Tuesday Book: Yes, but what are the Liberals for?

An Intelligent Person's Guide to Liberalism by Conrad Russell (Duckworth, pounds 12.95)

THE TEASING question asked by Bernard Shaw at the beginning of the 20th century - "What are the Liberals for?" - is still a question for its end. The answer is even harder now. It has been a bad century for liberalism and in Britain a catastrophic one for Liberals. With their old causes gone and new ones taken up by others, they have been left as the party of illustrious ancestors.

Conrad Russell has more illustrious ancestors than most. Son of Bertrand, great-grandson of Lord John Russell, the scholarly Liberal Democrat peer wants to persuade us that there is a coherent Liberal tradition that goes back over 300 years, and that it is more relevant than ever.

The blurb on this little book describes it as "polemical", but the author describes it as a work of political philosophy - in fact, in a characteristically Liberal way, it is neither. Russell is too fair-minded to produce a party polemic, while the attempt to do so prevents any serious philosophy.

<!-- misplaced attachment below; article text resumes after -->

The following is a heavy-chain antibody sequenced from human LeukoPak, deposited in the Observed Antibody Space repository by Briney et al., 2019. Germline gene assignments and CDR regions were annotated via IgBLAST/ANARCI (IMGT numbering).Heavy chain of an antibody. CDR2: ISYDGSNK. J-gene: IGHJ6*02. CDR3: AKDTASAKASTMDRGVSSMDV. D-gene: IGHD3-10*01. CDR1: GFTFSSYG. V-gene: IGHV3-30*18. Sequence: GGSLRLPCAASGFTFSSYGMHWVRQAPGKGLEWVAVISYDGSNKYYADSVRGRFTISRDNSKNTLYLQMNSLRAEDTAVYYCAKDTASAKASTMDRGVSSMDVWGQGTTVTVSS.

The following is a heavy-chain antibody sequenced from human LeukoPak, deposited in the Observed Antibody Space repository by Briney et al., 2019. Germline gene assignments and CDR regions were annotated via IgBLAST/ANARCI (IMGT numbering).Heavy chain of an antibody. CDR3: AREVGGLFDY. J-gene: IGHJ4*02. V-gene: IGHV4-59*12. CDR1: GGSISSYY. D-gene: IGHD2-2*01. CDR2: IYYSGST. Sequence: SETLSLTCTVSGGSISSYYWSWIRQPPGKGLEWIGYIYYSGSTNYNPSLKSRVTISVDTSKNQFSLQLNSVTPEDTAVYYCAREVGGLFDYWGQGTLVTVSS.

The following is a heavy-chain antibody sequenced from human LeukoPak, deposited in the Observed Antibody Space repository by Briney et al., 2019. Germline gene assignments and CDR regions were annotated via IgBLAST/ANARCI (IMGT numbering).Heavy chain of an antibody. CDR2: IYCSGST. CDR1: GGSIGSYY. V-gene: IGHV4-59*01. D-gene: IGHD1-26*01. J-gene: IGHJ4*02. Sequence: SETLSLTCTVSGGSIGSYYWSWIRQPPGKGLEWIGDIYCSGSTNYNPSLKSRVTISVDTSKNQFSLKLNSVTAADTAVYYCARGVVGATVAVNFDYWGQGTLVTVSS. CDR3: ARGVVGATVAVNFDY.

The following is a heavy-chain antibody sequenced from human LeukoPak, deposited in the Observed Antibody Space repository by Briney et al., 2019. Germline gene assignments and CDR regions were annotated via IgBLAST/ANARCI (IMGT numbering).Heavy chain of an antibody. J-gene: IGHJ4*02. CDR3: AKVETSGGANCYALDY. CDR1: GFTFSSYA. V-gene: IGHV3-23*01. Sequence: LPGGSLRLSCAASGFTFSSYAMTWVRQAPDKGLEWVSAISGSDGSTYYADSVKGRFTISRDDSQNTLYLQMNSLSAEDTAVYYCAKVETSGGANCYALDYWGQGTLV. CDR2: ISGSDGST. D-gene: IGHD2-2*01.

Yet this does not diminish its interest. It proceeds by repudiating the idea of a common liberal tradition ("if there is anything in common between the `liberalism' of Milton Friedman and that of JK Galbraith, it is not apparent to me"), cheerfully concedes that most British liberals are not Liberals, and proclaims that "many of the best Liberals" came from the Social Democrats.

It is disarmingly honest about Liberalism's great 20th-century failures. It did not understand the nasty side of nationalism. It was immobilised by its lack of an economic philosophy. By refusing to adopt working-class candidates, it made a mockery of its beliefs, helping to ensure its replacement by Labour.

As an adjective, "liberal" has triumphed. As a noun, liberalism has foundered on the difficulty of reconciling its economic and political versions. And as a party, it has declined.

It is a messy and complex story. Trying to turn it into a seamless historical and intellectual journey is doomed to failure. All political traditions gloss over their contradictions, but with liberalism it is an especially bogus enterprise. Finding the spirit of Milton and Mill in the antics of some of today's Liberal Democrats is a challenge too far.